Physicists in Russia recently investigated the behavior of particles in dusty plasma at a temperature below 2 K, an experiment that revealed nanoclusters forming in the plasma and the synthesis of polymer fibers taking place at extremely low temperatures. According to the team, such results can be used to create new materials with desired and controlled properties.
According to Oleg Petrov, director of the Institute for High Temperatures at Russian Academy of Sciences and one of the authors of the article, this experiment represents the first time that scientists have observed dusty plasma in a gas discharge cooled by superfluid helium at a temperature of 1.6 to 2 K. Until now, Petrov says, dusty plasma and even gas discharges have not been studied at temperatures lower than 4.2 K, a liquid helium temperature.
In the course of the experiment, ion sputtering of polymers from a special insert was carried out and self-organization phenomena were observed, specifically the formation of nanoclusters with sizes less than 100 nm and polymer fibers with a length of up to 5 mm and a diameter of about 10 microns. The fibers were obtained at extreme temperatures but did not collapse even when studied later under normal conditions.
“At ultralow temperatures, it becomes possible to precisely control the composition of the sprayed material, since under these conditions any impurities “freeze” and precipitate,” says Petrov. “As a result, when spraying a substance in the gaseous helium, it is possible to obtain super pure materials which might be the way to obtain fibers with new desired properties. For example, new types of polymers that cannot be obtained by ordinary chemical synthesis. Such materials may be radically different from existing ones”.
The phenomena of self-organization are widespread in nature, according to Petrov, and are extremely diverse and observed in various systems of complexity and scale: from physical, studied in the nanoworld and in astronomy, to biological, social and economic processes.
Such phenomena are characteristic of the so-called open (non-equilibrium) systems, including dusty plasma formed by charged particles of micron size and retained in the plasma of a gas electric discharge. The intense scattering of laser radiation by particles allows scientists to study the systems formed by charged particles, tracking their coordinates and speeds in real time. Dusty plasma is a convenient tool for studying various phenomena, such as three-dimensional and two-dimensional phase transitions as well as the formation of non-linear waves.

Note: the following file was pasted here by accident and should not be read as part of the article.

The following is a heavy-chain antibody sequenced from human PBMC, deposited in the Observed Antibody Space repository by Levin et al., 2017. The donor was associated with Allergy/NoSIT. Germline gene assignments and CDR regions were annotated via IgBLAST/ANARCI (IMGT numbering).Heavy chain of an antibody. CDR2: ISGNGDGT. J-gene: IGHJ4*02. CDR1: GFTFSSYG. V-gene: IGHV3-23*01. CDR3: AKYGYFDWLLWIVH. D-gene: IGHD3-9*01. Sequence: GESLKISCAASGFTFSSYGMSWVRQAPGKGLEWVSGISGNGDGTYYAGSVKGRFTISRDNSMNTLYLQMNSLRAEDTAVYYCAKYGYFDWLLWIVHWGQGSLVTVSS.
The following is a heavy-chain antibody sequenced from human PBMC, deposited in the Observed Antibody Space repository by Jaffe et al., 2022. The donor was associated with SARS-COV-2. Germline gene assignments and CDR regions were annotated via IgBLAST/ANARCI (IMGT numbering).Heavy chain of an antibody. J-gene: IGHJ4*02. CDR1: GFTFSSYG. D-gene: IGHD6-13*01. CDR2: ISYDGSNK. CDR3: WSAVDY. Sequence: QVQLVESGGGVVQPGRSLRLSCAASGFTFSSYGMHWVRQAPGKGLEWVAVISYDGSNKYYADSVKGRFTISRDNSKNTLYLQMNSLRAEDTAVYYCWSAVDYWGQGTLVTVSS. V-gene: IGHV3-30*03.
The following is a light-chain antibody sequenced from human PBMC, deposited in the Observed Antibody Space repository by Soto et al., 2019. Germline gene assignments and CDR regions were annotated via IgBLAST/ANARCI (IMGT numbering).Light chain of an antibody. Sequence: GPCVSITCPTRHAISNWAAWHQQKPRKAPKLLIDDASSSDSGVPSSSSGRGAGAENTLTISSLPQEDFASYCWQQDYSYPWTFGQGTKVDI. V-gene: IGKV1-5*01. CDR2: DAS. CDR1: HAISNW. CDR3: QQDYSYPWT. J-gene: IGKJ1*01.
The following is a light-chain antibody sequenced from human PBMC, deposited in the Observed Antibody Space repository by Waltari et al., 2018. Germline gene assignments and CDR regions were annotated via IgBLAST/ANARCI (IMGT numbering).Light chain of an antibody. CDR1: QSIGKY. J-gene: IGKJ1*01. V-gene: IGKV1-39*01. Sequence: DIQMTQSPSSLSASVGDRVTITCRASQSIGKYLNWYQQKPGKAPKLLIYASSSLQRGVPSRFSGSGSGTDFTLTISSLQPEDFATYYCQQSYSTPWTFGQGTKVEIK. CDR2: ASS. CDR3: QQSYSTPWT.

Compared with alternative systems, dusty plasma provides a unique opportunity to vary the temperature of the plasma forming gas—gaseous helium—which helps to study the effect of gas temperature changes on properties of plasma and the processes that occur in it.
The question of the lower limit of temperatures at which experimental studies of dusty plasma can be carried out remained open until recently, according to Petrov. From this point of view, the experiment conducted by Russian physicists on the synthesis of polymer nanoclusters and fibers at temperatures below 2 K is the first in world practice, while only a few comparative studies of dusty plasma at 4.2 K have been conducted so far.
The experiment, the results of which were published in Scientific Reports, was carried out in a facility using an optical cryostat and intended to study plasma-dust structures at helium temperatures. At present, scientists of the JIHT RAS plan to continue the experiments and study the phenomena of self-organization in dusty plasmas at ultralow temperatures using various dispersed materials.